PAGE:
Now that would be efficient. :rolleyes:

PDR1
4th Aug 2016, 17:34
I'm stuck with a US kettle, so only 1.5kW and it takes noticeably longer to boil than a decent 3kW kettle. I only fill it to boil what I need.

QED

PDR

Fareastdriver
4th Aug 2016, 17:49
However, to save you further angst and expenditure....

https://www.theguardian.com/lifeands...move-limescale

What has that to do with the wattage of kettles?

G-CPTN
4th Aug 2016, 17:56
However, to save you further angst and expenditure....

https://www.theguardian.com/lifeands...move-limescale

What has that to do with the wattage of kettles?
The "new" kettle developed exactly the opposite problem, the mechanism that secures the lid got clogged up with the chalk from the water and it became difficult to open it.

. . . . . .

Gertrude the Wombat
4th Aug 2016, 18:58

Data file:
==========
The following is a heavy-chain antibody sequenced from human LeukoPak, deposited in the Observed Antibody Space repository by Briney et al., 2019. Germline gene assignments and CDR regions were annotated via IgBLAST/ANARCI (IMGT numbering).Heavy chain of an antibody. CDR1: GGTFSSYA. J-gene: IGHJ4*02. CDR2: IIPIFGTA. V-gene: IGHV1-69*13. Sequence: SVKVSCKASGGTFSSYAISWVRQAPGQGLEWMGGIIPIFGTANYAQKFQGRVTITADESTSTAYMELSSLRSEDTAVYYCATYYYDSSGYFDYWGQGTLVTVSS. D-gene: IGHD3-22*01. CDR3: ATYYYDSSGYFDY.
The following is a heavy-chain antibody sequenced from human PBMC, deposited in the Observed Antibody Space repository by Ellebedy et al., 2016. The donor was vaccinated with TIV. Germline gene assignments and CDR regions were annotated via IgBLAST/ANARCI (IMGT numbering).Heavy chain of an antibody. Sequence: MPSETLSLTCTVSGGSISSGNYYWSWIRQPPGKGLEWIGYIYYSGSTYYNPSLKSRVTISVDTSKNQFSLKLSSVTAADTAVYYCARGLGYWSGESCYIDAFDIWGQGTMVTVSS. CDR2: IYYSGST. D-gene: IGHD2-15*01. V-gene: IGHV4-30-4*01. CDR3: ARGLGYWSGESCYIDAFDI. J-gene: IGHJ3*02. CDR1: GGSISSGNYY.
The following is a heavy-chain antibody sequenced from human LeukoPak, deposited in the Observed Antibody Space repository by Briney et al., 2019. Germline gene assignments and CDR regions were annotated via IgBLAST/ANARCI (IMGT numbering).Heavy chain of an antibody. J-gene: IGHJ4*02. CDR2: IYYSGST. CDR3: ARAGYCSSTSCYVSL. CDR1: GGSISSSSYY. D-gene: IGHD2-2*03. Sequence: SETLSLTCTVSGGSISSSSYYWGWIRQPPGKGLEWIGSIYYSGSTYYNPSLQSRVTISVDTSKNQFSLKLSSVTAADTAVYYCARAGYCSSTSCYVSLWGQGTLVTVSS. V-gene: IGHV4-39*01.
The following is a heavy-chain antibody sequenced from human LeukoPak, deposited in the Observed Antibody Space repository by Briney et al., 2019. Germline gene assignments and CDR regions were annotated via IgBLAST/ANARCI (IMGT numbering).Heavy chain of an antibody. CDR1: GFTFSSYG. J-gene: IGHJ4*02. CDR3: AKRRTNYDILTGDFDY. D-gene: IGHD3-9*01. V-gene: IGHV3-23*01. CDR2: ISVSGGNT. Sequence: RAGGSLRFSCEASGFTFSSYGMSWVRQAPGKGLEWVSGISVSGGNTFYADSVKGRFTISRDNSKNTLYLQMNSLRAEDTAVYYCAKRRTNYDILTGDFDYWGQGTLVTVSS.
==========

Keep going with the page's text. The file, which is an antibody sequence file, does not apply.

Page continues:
The load that used to take around 90 minutes now takes close on 2 hours..
I wouldn't care in the slightest - I put the machine on when I go to bed, and whether it takes 90 minutes or 16 hours it's still finished when I get home from work the next day.

engineer(retard)
4th Aug 2016, 19:18
Try it if you are a working family with kids

Gertrude the Wombat
4th Aug 2016, 19:48
Try it if you are a working family with kids
I did, for many years. If it was really necessary to do two loads a day - fourteen a week! - the other one went in in the morning, as I was going out to work.

engineer(retard)
4th Aug 2016, 19:50
When did they dry?

Gertrude the Wombat
4th Aug 2016, 20:51
When did they dry?